Meat plant blockades ‘doing immeasurable damage’ to beef sector, Minister warns

Creed appeals to protesters to ‘step back for the sake of fellow farmers’

Independent Farmers Ireland members protest outside Meadow Meats (which is owned by Dawn Meats) in Rathdowney, Co Laois, on Tuesday. Photograph: Dara Mac Dónaill

Independent Farmers Ireland members protest outside Meadow Meats (which is owned by Dawn Meats) in Rathdowney, Co Laois, on Tuesday. Photograph: Dara Mac Dónaill

 

Minister for Agriculture Michael Creed has appealed to protesters still demonstrating outside meat processing plants to “step back for the sake of their fellow farmers”.

He warned that the blockades were “doing immeasurable damage to the [beef] sector and to its reputation in our overseas markets, which account for 90 per cent of the beef we produce”.

Opening a 3½-hour debate on the crisis, Mr Creed said he understood the frustration felt by farmers protesting at meat plants over the low prices they are getting for their beef.

Negotiations at the weekend resulted in an agreement between meat processors and six farm representative organisations but other farmers continued to protest and on Tuesday 350 employees at a plant in Co Tipperary were laid off temporarily.

But the Minister warned that the agreement could only come into force if all protests and blockades ended.

He added: “All parties to the agreement took responsibility for ensuring that this would happen, by recommending the Agreement to those they represent.”

Mr Creed outlined details of the agreement which aims to offer bonuses to farmers and address structural issues in the longer term and a taskforce will be set up on the future of the beef sector.

Job losses

His comments echoed remarks earlier in the Dáil by Taoiseach Leo Varadkar who warned that continued protests by farmers outside meat-processing plants could mean permanent job losses.

He told the Dáil that more 3,000 employees had been laid off temporarily and there was the possibility that 8,000 jobs could be affected in the long-term.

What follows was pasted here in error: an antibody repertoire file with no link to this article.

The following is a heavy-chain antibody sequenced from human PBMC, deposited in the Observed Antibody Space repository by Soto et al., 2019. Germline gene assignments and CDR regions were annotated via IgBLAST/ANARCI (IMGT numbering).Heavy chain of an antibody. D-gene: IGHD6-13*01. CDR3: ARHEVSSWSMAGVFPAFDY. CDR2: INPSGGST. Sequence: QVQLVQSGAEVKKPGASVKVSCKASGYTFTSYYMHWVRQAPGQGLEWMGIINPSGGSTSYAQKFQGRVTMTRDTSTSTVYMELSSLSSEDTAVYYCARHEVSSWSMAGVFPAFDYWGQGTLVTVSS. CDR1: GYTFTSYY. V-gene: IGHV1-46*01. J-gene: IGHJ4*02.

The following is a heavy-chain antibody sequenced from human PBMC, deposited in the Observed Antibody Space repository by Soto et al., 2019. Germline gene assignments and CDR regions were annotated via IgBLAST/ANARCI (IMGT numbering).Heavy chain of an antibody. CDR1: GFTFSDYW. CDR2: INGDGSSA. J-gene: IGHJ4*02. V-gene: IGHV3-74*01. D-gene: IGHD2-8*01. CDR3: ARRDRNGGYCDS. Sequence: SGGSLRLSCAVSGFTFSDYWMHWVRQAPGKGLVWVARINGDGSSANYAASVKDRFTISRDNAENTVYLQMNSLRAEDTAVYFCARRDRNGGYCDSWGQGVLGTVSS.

“I am deeply concerned that continued protests and continued blockades could mean meat plants may close permanently and this could do long-term damages,” he said.

Mr Varadkar reiterated that “there is no legal way to fix the price. That is not possible” and farmers were receiving the same average price as across the EU.

Sinn Féin leader Mary Lou McDonald said many beef farmers made less than €10,000 a year and were struggling for their very survival. “Many see this as their last stand.”

She claimed the dispute was “the direct result of corporate greed”.

“Prices are decided by a very small and very powerful group of people, something that doesn’t feel right, that doesn’t look right or doesn’t smell right.”

‘Growing crisis’

She called for Mr Creed to organise another round of talks and the solution was for “highly profitable factories to increase the base price to farmers”.

Fianna Fáil leader Micheál Martin said the “Government and industry have reacted far too late to a growing crisis”.

He added that the issue had been exacerbated by Brexit and farmers were further enraged by the signing by the Government of the Mercosur beef deal that will allow four South American countries to export up to 100,000 tonnes of beef to the EU annually.

The Taoiseach pointed out that Mercosur was only at the level of political agreement. The Government had not signed the deal. It had been signed by all EU commissioners and might in two year’ time be put to all EU governments for ratification.